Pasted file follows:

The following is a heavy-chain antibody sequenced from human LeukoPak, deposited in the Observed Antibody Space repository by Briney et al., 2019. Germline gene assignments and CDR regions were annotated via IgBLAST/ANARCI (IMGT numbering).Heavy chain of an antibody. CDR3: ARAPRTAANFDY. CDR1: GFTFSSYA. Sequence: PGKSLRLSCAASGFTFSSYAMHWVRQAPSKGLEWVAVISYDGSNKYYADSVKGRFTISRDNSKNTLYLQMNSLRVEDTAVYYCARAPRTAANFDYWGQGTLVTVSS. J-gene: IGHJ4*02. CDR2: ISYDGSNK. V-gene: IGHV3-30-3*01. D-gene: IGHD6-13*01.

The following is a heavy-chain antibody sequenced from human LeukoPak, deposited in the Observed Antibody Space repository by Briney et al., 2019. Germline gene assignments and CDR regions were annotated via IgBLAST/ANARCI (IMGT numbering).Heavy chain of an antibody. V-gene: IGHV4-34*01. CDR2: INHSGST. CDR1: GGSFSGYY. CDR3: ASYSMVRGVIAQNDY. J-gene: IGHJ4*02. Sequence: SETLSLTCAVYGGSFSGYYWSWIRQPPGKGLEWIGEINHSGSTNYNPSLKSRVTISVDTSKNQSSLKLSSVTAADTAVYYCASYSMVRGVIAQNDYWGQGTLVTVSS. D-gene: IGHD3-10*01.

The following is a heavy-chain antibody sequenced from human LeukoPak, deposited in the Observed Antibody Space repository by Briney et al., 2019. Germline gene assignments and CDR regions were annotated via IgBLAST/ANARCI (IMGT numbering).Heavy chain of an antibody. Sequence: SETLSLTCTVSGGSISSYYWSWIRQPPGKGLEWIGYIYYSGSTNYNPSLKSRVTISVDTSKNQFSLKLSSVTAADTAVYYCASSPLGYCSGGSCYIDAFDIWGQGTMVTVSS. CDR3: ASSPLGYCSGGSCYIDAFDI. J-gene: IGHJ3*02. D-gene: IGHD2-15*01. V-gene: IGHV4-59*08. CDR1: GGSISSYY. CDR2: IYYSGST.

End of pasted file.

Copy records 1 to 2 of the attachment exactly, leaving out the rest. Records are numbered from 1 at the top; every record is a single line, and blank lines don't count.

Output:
The following is a heavy-chain antibody sequenced from human LeukoPak, deposited in the Observed Antibody Space repository by Briney et al., 2019. Germline gene assignments and CDR regions were annotated via IgBLAST/ANARCI (IMGT numbering).Heavy chain of an antibody. CDR3: ARAPRTAANFDY. CDR1: GFTFSSYA. Sequence: PGKSLRLSCAASGFTFSSYAMHWVRQAPSKGLEWVAVISYDGSNKYYADSVKGRFTISRDNSKNTLYLQMNSLRVEDTAVYYCARAPRTAANFDYWGQGTLVTVSS. J-gene: IGHJ4*02. CDR2: ISYDGSNK. V-gene: IGHV3-30-3*01. D-gene: IGHD6-13*01.

The following is a heavy-chain antibody sequenced from human LeukoPak, deposited in the Observed Antibody Space repository by Briney et al., 2019. Germline gene assignments and CDR regions were annotated via IgBLAST/ANARCI (IMGT numbering).Heavy chain of an antibody. V-gene: IGHV4-34*01. CDR2: INHSGST. CDR1: GGSFSGYY. CDR3: ASYSMVRGVIAQNDY. J-gene: IGHJ4*02. Sequence: SETLSLTCAVYGGSFSGYYWSWIRQPPGKGLEWIGEINHSGSTNYNPSLKSRVTISVDTSKNQSSLKLSSVTAADTAVYYCASYSMVRGVIAQNDYWGQGTLVTVSS. D-gene: IGHD3-10*01.